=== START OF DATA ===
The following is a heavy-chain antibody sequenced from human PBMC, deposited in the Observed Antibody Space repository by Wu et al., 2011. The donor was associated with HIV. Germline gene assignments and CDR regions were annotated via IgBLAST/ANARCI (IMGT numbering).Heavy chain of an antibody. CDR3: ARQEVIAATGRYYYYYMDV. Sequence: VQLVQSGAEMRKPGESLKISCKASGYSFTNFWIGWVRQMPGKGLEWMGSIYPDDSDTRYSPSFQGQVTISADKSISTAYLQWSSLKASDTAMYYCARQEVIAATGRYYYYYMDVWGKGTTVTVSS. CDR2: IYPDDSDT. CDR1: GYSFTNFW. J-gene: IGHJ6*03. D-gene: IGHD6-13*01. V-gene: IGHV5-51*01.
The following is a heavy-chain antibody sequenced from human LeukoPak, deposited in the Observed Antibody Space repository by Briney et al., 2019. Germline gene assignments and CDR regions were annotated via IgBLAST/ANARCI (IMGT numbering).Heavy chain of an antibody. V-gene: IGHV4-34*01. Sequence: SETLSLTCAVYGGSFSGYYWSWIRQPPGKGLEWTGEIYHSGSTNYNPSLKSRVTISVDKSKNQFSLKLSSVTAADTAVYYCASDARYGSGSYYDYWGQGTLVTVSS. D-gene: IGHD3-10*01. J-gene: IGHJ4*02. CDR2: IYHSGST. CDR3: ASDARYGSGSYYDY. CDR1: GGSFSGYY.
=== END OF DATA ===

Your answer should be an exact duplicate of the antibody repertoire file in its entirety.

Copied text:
The following is a heavy-chain antibody sequenced from human PBMC, deposited in the Observed Antibody Space repository by Wu et al., 2011. The donor was associated with HIV. Germline gene assignments and CDR regions were annotated via IgBLAST/ANARCI (IMGT numbering).Heavy chain of an antibody. CDR3: ARQEVIAATGRYYYYYMDV. Sequence: VQLVQSGAEMRKPGESLKISCKASGYSFTNFWIGWVRQMPGKGLEWMGSIYPDDSDTRYSPSFQGQVTISADKSISTAYLQWSSLKASDTAMYYCARQEVIAATGRYYYYYMDVWGKGTTVTVSS. CDR2: IYPDDSDT. CDR1: GYSFTNFW. J-gene: IGHJ6*03. D-gene: IGHD6-13*01. V-gene: IGHV5-51*01.
The following is a heavy-chain antibody sequenced from human LeukoPak, deposited in the Observed Antibody Space repository by Briney et al., 2019. Germline gene assignments and CDR regions were annotated via IgBLAST/ANARCI (IMGT numbering).Heavy chain of an antibody. V-gene: IGHV4-34*01. Sequence: SETLSLTCAVYGGSFSGYYWSWIRQPPGKGLEWTGEIYHSGSTNYNPSLKSRVTISVDKSKNQFSLKLSSVTAADTAVYYCASDARYGSGSYYDYWGQGTLVTVSS. D-gene: IGHD3-10*01. J-gene: IGHJ4*02. CDR2: IYHSGST. CDR3: ASDARYGSGSYYDY. CDR1: GGSFSGYY.